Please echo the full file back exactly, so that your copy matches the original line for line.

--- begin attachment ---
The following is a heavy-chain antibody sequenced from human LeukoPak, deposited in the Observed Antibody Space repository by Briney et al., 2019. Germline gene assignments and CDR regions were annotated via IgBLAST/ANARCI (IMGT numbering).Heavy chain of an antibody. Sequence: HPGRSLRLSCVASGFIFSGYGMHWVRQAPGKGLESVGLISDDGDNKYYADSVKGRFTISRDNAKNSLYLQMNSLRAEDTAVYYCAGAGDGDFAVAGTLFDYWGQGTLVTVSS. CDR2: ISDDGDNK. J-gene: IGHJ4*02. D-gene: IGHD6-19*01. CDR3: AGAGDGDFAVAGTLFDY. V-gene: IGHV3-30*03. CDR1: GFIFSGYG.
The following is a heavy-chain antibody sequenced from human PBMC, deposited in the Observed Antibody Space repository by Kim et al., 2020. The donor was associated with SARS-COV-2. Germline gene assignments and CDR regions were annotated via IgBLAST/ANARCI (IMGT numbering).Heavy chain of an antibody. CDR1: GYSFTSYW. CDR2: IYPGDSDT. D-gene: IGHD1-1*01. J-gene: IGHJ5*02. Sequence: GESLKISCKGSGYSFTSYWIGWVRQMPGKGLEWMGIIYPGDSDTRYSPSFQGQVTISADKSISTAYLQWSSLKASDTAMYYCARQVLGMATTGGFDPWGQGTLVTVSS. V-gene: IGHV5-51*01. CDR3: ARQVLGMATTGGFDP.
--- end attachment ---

The following is a heavy-chain antibody sequenced from human LeukoPak, deposited in the Observed Antibody Space repository by Briney et al., 2019. Germline gene assignments and CDR regions were annotated via IgBLAST/ANARCI (IMGT numbering).Heavy chain of an antibody. Sequence: HPGRSLRLSCVASGFIFSGYGMHWVRQAPGKGLESVGLISDDGDNKYYADSVKGRFTISRDNAKNSLYLQMNSLRAEDTAVYYCAGAGDGDFAVAGTLFDYWGQGTLVTVSS. CDR2: ISDDGDNK. J-gene: IGHJ4*02. D-gene: IGHD6-19*01. CDR3: AGAGDGDFAVAGTLFDY. V-gene: IGHV3-30*03. CDR1: GFIFSGYG.
The following is a heavy-chain antibody sequenced from human PBMC, deposited in the Observed Antibody Space repository by Kim et al., 2020. The donor was associated with SARS-COV-2. Germline gene assignments and CDR regions were annotated via IgBLAST/ANARCI (IMGT numbering).Heavy chain of an antibody. CDR1: GYSFTSYW. CDR2: IYPGDSDT. D-gene: IGHD1-1*01. J-gene: IGHJ5*02. Sequence: GESLKISCKGSGYSFTSYWIGWVRQMPGKGLEWMGIIYPGDSDTRYSPSFQGQVTISADKSISTAYLQWSSLKASDTAMYYCARQVLGMATTGGFDPWGQGTLVTVSS. V-gene: IGHV5-51*01. CDR3: ARQVLGMATTGGFDP.